With a dropped shoulder and dramatic sleeve silhouette, the Neige sweatshirt is quite literally designed to look like a cocoon. View A features a funnel neck and side split hem, and is great for somebody with a dressier style or who wants to highlight the architectural design lines of the pattern. View B is more casual with ribbing at the neckline and cuffs, perfect for an athleisure context or a cozy day at home.
We recommend choosing a medium to heavy weight knit with 0 to 30% stretch percentage. View A in particular will benefit from a stiffer fabric to preserve the height of the neckline, but in general the less drape a knit has the more it will highlight the architectural sleeves of the pattern. Our favorite fabrics for Neige are french terry, sweatshirt fleece, scuba/neoprene, and quilted knits. Try to pick something that contains some elastane to ensure the fabric will have good recovery.
If you are making View B, you will also need to source some ribbing for the neckline and cuffs. For those of you familiar with knitting, rib knits are created by alternating knit and purl stitches, which produces a fabric that has great crosswise stretch and does not curl up on the edges. These qualities make ribbing ideal for finishing necklines and cuffs. Typically, it is sold in tubular form by the yard, but it can also be found as precut.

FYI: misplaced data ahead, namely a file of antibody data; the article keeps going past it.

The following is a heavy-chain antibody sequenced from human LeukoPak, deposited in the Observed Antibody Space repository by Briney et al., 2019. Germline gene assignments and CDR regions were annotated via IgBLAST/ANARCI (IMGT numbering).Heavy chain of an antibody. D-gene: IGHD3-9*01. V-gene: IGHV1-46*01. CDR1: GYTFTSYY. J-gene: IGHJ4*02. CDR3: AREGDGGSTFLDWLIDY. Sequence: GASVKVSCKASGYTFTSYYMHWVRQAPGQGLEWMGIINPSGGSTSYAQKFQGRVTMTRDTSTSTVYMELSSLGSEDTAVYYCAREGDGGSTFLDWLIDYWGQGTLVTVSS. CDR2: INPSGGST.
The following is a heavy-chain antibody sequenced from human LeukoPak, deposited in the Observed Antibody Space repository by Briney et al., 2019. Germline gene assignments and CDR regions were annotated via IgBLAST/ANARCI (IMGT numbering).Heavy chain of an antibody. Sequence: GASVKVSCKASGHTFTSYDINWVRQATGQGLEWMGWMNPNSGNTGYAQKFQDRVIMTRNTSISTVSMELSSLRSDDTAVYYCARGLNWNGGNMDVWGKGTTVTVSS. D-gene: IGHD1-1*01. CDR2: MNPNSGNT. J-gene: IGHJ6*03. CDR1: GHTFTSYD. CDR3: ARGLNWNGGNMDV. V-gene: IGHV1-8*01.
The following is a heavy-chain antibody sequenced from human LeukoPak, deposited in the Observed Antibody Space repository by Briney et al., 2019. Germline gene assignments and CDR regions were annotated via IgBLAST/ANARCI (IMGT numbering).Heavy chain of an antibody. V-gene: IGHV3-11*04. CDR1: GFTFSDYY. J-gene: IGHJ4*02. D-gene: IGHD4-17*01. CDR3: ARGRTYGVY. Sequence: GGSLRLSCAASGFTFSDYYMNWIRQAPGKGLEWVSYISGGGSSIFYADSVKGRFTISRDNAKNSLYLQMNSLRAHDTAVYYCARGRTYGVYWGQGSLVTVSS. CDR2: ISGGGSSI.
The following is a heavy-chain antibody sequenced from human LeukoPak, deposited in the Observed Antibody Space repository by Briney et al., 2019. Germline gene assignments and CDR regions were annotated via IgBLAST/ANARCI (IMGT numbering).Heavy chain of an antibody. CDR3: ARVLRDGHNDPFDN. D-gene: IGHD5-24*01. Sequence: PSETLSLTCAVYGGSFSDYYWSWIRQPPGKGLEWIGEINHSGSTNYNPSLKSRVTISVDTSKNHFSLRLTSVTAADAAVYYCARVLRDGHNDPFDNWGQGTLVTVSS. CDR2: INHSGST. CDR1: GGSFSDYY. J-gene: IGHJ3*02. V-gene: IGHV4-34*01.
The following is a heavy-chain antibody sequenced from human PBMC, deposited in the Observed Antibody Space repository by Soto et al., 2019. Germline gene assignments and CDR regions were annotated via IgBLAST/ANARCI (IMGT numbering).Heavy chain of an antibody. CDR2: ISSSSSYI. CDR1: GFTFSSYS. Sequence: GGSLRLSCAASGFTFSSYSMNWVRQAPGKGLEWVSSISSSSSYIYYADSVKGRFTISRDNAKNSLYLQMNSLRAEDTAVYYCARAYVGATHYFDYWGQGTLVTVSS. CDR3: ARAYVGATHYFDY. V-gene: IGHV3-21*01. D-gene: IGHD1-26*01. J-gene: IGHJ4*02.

Consider using contrast ribbing if you want to play with color or add a fun retro-inspired detail. You may also have luck sourcing a sweater knit from a shop that happens to carry ribbing to match. Either option looks great and can make a garment feel ready-to-wear. If your fabric is stretchy enough, you can also use self-fabric to finish the neckline and cuffs by cutting the appropriate width on the cross grain (be sure to account for this in your fabric yardage).